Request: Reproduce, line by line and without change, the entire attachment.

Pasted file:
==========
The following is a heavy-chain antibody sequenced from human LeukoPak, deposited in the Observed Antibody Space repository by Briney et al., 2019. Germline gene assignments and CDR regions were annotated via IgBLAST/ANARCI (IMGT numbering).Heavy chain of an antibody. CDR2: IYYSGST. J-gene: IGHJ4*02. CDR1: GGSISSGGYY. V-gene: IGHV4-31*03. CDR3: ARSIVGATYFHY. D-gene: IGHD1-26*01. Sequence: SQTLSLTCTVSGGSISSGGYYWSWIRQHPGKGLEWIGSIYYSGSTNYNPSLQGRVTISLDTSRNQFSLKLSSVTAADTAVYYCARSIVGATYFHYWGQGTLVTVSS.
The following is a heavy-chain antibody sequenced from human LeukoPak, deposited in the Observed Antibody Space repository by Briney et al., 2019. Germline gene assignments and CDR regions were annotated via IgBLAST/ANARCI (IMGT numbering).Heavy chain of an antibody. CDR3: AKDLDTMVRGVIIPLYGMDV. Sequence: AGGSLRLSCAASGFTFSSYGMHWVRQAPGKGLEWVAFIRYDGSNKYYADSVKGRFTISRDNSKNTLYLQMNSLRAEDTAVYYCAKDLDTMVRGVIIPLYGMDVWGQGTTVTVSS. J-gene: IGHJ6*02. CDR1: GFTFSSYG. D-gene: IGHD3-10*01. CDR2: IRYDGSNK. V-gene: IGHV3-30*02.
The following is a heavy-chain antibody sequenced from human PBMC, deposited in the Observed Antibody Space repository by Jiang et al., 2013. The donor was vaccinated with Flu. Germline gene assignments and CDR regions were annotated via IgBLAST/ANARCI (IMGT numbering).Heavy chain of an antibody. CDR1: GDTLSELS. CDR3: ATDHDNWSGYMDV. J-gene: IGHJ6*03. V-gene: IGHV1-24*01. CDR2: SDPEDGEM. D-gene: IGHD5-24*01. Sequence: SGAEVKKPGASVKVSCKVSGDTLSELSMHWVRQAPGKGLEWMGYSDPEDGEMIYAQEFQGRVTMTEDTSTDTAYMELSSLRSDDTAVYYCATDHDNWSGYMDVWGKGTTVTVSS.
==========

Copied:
The following is a heavy-chain antibody sequenced from human LeukoPak, deposited in the Observed Antibody Space repository by Briney et al., 2019. Germline gene assignments and CDR regions were annotated via IgBLAST/ANARCI (IMGT numbering).Heavy chain of an antibody. CDR2: IYYSGST. J-gene: IGHJ4*02. CDR1: GGSISSGGYY. V-gene: IGHV4-31*03. CDR3: ARSIVGATYFHY. D-gene: IGHD1-26*01. Sequence: SQTLSLTCTVSGGSISSGGYYWSWIRQHPGKGLEWIGSIYYSGSTNYNPSLQGRVTISLDTSRNQFSLKLSSVTAADTAVYYCARSIVGATYFHYWGQGTLVTVSS.
The following is a heavy-chain antibody sequenced from human LeukoPak, deposited in the Observed Antibody Space repository by Briney et al., 2019. Germline gene assignments and CDR regions were annotated via IgBLAST/ANARCI (IMGT numbering).Heavy chain of an antibody. CDR3: AKDLDTMVRGVIIPLYGMDV. Sequence: AGGSLRLSCAASGFTFSSYGMHWVRQAPGKGLEWVAFIRYDGSNKYYADSVKGRFTISRDNSKNTLYLQMNSLRAEDTAVYYCAKDLDTMVRGVIIPLYGMDVWGQGTTVTVSS. J-gene: IGHJ6*02. CDR1: GFTFSSYG. D-gene: IGHD3-10*01. CDR2: IRYDGSNK. V-gene: IGHV3-30*02.
The following is a heavy-chain antibody sequenced from human PBMC, deposited in the Observed Antibody Space repository by Jiang et al., 2013. The donor was vaccinated with Flu. Germline gene assignments and CDR regions were annotated via IgBLAST/ANARCI (IMGT numbering).Heavy chain of an antibody. CDR1: GDTLSELS. CDR3: ATDHDNWSGYMDV. J-gene: IGHJ6*03. V-gene: IGHV1-24*01. CDR2: SDPEDGEM. D-gene: IGHD5-24*01. Sequence: SGAEVKKPGASVKVSCKVSGDTLSELSMHWVRQAPGKGLEWMGYSDPEDGEMIYAQEFQGRVTMTEDTSTDTAYMELSSLRSDDTAVYYCATDHDNWSGYMDVWGKGTTVTVSS.